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For focusing the image of a telescope, one can use a Bahtinov mask. How does this mask work, and how did Mr Bahtinov get the idea to cut such a peculiar shape? Is it possible for me to design my own focusing masks?

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The idea is to create a specific diffraction pattern so that you know if you image is in focus. The pattern is so that you end up with 3 lines crossing the source.

The mask consists of three separate grids, positioned in such a way that the grids produce three angled diffraction spikes at the focal plane of the instrument for each bright image element (star). As the instrument's focus is changed the central spike appears to move from one side of the star to the other. In reality, all three spikes move but the central spike moves in the opposite direction to the two spikes forming the 'X'. Optimum focus is achieved when the middle spike is centered on the star and symmetrically positioned between the other two spikes. Small deviations from optimal focus are easily visible.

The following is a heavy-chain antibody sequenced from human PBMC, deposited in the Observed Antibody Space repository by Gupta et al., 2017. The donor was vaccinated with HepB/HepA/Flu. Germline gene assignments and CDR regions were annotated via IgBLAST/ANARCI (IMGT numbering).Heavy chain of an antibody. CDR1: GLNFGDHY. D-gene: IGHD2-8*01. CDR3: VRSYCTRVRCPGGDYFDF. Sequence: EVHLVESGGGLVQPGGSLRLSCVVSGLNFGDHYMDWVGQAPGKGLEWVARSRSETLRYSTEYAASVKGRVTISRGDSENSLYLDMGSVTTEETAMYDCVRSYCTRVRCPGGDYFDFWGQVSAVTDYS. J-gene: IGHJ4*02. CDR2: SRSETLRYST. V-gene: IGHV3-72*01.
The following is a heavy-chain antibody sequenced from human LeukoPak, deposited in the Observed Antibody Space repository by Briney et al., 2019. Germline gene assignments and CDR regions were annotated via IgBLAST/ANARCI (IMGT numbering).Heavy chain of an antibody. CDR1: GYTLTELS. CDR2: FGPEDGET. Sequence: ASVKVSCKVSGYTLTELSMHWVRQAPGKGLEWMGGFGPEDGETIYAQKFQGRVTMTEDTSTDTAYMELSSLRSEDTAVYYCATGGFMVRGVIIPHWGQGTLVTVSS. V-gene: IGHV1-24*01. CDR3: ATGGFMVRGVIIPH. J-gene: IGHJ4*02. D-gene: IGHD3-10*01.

https://en.wikipedia.org/wiki/Bahtinov_mask

You can construct a mask with some materials:

http://www.deepskywatch.com/Articles/make-bahtinov-mask.html

There is also a Hartmann Mask that splits the object into multiple when not in focus. This seems a little easier to construct.

http://www.cloudynights.com/item.php?item_id=518

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If you could add a bit from the linked articles, I would accept your answer: "Always quote the most relevant part of an important link, in case the target site is unreachable or goes permanently offline." –  Arne Nov 19 '13 at 9:37
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